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Lecture

Modern Social Theories Lecture and reading notes (Chapter 3) that covers the modern social theories of Western Marxism, Feminism, Post Structuralism, Queer Theory, Post Colonial Theory, Anti Racist Theories and Globalization.

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Department
Sociology
Course
SOC 101
Professor
Barry Mc Clinchey
Semester
Winter

Description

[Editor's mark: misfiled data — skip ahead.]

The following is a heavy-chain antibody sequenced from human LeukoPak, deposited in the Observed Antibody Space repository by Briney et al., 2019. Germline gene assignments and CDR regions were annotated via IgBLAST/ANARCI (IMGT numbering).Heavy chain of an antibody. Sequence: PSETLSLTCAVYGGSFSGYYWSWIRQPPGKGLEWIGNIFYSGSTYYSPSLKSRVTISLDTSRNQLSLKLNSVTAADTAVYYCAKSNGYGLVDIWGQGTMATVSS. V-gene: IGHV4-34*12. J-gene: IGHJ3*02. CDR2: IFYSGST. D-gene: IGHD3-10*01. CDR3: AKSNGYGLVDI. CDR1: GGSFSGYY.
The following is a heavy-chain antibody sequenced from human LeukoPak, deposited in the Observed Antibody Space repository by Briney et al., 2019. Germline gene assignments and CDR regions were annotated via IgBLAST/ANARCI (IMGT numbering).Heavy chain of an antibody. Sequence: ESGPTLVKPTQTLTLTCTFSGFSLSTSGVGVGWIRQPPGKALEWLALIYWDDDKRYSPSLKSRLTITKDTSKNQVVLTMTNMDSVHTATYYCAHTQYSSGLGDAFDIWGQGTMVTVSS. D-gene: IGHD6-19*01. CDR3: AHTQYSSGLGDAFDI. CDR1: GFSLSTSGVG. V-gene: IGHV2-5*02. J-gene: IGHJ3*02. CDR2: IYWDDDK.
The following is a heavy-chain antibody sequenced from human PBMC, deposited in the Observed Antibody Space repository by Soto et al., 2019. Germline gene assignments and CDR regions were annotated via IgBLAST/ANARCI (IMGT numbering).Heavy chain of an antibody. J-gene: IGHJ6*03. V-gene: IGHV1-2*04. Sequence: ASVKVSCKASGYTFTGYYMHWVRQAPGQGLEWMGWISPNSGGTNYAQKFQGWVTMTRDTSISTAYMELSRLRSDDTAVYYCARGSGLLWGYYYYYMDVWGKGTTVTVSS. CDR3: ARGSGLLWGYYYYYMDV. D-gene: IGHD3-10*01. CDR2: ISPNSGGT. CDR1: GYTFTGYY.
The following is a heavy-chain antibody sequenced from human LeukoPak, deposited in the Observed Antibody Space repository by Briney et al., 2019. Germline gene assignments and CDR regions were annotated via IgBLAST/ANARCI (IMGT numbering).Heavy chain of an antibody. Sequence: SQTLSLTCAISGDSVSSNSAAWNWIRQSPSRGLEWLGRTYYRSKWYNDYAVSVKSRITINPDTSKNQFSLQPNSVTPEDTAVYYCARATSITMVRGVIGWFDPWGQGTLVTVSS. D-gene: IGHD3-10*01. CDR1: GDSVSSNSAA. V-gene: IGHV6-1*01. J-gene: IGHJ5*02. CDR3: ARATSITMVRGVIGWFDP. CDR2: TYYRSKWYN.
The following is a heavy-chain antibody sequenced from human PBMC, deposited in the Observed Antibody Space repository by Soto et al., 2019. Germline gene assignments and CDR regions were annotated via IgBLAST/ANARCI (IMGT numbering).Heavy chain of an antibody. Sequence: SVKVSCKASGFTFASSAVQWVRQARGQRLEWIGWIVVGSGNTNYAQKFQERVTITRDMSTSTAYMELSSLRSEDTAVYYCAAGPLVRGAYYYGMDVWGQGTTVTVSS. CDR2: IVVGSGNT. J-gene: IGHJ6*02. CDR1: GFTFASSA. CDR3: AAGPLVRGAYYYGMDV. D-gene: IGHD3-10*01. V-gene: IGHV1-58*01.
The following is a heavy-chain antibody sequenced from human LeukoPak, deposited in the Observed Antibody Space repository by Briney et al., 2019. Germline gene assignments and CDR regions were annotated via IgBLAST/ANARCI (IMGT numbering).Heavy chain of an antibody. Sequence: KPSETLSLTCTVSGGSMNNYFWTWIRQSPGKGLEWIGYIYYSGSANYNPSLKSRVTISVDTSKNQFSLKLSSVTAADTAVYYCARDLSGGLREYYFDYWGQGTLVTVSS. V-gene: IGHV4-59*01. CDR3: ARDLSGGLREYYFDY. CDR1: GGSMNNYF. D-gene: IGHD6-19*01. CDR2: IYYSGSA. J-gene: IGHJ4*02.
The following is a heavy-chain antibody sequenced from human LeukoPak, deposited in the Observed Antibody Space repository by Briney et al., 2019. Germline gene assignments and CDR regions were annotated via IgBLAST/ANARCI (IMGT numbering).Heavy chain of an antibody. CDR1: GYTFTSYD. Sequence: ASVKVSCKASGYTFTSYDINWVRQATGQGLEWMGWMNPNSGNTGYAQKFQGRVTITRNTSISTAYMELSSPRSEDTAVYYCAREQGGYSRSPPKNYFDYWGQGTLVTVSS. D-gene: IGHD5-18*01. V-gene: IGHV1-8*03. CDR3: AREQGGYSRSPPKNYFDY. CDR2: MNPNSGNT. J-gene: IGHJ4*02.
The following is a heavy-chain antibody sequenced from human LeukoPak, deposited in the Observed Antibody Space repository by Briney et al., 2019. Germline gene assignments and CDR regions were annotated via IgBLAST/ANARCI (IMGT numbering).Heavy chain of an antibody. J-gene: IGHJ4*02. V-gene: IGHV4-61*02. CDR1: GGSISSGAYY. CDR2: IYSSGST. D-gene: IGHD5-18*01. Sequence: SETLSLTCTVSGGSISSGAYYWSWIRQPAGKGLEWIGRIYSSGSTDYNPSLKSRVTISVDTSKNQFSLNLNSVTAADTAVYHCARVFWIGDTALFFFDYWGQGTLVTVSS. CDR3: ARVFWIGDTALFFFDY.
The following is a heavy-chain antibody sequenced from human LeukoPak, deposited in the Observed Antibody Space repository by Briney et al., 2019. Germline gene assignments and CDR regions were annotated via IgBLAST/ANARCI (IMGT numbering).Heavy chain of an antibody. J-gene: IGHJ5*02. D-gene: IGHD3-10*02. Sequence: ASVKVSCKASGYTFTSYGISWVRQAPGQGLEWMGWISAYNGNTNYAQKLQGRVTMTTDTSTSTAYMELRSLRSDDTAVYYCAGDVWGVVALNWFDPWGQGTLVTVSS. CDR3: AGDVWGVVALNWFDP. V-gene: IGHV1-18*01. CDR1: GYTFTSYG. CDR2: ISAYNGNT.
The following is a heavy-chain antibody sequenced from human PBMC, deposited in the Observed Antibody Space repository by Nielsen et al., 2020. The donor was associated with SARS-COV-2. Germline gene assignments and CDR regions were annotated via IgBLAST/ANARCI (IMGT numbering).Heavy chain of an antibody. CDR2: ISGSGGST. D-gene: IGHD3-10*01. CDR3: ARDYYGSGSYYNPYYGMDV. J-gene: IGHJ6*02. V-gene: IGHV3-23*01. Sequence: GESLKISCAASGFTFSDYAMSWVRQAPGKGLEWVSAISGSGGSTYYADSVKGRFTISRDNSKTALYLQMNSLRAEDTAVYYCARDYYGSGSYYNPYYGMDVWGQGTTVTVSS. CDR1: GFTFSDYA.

Modern Social Theory January-12-11 8:05 PM  Should not be thought of as complete separate from classical theories  Drawn on the work that has come before  Theme of power and how power is used runs through modern theories o Western Marxism o Feminist theories o Post structuralism o Queer theory o Post colonial theory o Anti racist theories Western Marxism January-12-11 8:13 PM  More independent and critical form of Marxism  Forms of Marxism that emerged after the 1920s Antonio Gramsci  Helped found communist party of Italy  How do we all comply and buy into a system in which most of us are victimized?  Diverged from Marx in his analysis of how the ruling class rules o Marx said the ruling class ruled through force and coercion. o Gramsci focused more on the ideological control and manipulation  According to Gramsci, two different forms of political control: domination and hegemony. o Domination: direct physical and violent coercion exerted by police and military to maintain boundaries and enforce rules o Hegemony: ideological control and consent. Means a society's dominant ideas reflect interests of the ruling class and help mask social inequalities.  **Note: must involve consent; no regime is able to maintain rule by relying on an organized state and armed force. Regime must have allegiance of the people to have any longevity.  Separates Marx's superstructure into the state (coercive institutions like police, military, government), and civil society (schools, media, religion). o Focused on role civil society plays in establishing hegemony. Through the civil society, consciousness becomes internalized by population and appears as common sense Believed hegemony was not static, is constantly negotiated and renegotiated. Consent secured by  ruling class is an active consent. Ruling class must constantly incorporate elements of the subordinates’ class' culture so the subordinate class never feels wholly oppressed by ruling class culture. Feminist Theories January-12-11 8:23 PM  Didn’t show up until 1970s to 1980s  Concern is for gender oppression. Some are radical and see inequality everywhere, some don't, but all believe men have engineered society to control women o Theories vary in explanation of women's oppression, the nature of gender and ideas of women's emancipation.  Argue that women and men should be equal in every way: rights, job opportunities, roles  Men have social power and this interest in maintaining their social privilege over women. Feminist theories offer view of the world from a position of a socially disadvantaged group. Dorothy Smith  Canadian sociologist, produced for women  Sociology was developed by men. In order to understand the social life of women, a sociological approach must be developed for women  Believed classical sociological theories were androcentric. Interested in a sociology that can explain to anyone, man or woman, how their lives take the form they do.  Wanted sociology to provide an understanding of how an individual's everyday world is organized and determined by social relations within that world and beyond it.  The Everyday World As Problematic o Begins in the 'actualities' of people's lives and addresses problems or how we are influence by "extra local" relations o Extra local relations: relations that extend beyond the local, immediate setting. o Must understand what is going on in people's everyday lives. Reality is constituted through discourse (socially organized activity among people). o Must look at the standpoint: understand their world through their eyes, subject is an active, experiencing person that cannot be removed from relations with others. o Believes the everyday world is the starting point of inquiry, it is the world we experience directly. It is organized by social relations neither entirely apparent nor contained within it.  Argued that educational system exploits women: o Children go home and have to do homework, mom usually reminds the child to do their homework and help their child. o If you add up the hours that moms spend supplementing what the school is supposed to do it adds up to hours of unpaid labour  Her concept of ruling is a socially organized exercise of power that shapes peoples’ lives. o Ruling relations are abstract, conceptual and extra locally organized relations of state, professions, corporations etc o Ruling relations exist in a generalized form and works to coordinate what people do  World is constructed by complex and extended social relations that are connections between people. o The social is the sum of complex relationships among people in multiple sites.  Approach is neither macrosociological nor microsociological. Wants to show people how the relations of ruling shape their lives bell hooks  Real name is Gloria Jean Watkins  Critical figure in black feminist thought, also called antiracist feminism and multicultural feminism  Believes race is inextricable from gender and they are not two separate issues.  Argued that no one in the 1960s civil rights or women's movements paid attention to realities of black women's lives. Believed they were not recognized as a group separate from black men and were not a present part of the group of 'women' in the culture. o When people talk about blacks, they focus of black men; when people talk about women, they focus on white women. Writings were focused on black women but goal was liberation for all   She criticised feminist theories that automatically position the house as a place of patriarchal oppression for women. o Theories like this that position houses as oppression for women assume that gender segregation exists in labour market. According to these theories, because women and men are divided in the labour force and women earn less, the financial dependency leads to their subjection and exploitation in the house. o hooks argues against these universal assumptions and point to historical reality that many households have been spaces of refuge, resistance and solidarity from racism, including racism of the labour force. Post Structuralism January-14-11 11:28 AM  Argues that scientific knowledge, or the idea about absolute truths, cannot stand outside power relations. Means that to study the underlying structures of a cultural object is to analyse it from the perspective of social relations that already exist (structuralism view)  Concerned how knowledge is socially produced  Post Structuralism influenced feminist theory, queer theory, post colonial theory, and anti racist theory Michel Foucault  French philosopher  Interested in ways power and knowledge work together.  Critiqued Marxism for emphasising class and political economy as being key principles in social organisation.  Repressive hypothesis: truth is opposed to power and plays a liberating role. Truth is produced outside power relations and therefore can be objective  Power is not possessed by one individual over another; power relations are created within social relationships o Power relations can produce particular forms of behaviour. We have ability to resist power, o Understands individuals as having a sense of agency (capacity for self directed action) because they have the ability to resist power relations and change them  Truths and facts are contextual and can never be separated from relations of power from which they are produced. To know something is to exercise power. o Think doctors, who have the power to label us sick or healthy because of their knowledge  Truth and fact come together in systems of discourse. o Discourses guide how we think, act, speak about a particular thing, as well as who is authorized to speak. o Medical discourse is a system of facts that organize how we think about medicine, how we understand human body, view doctors as skilled and rightful people to practise medicine. o Discourses also tell us what the world ought to be. Tell us about the need to be healthy, what a healthy body looks like, healthy eating practices are, importance of being healthy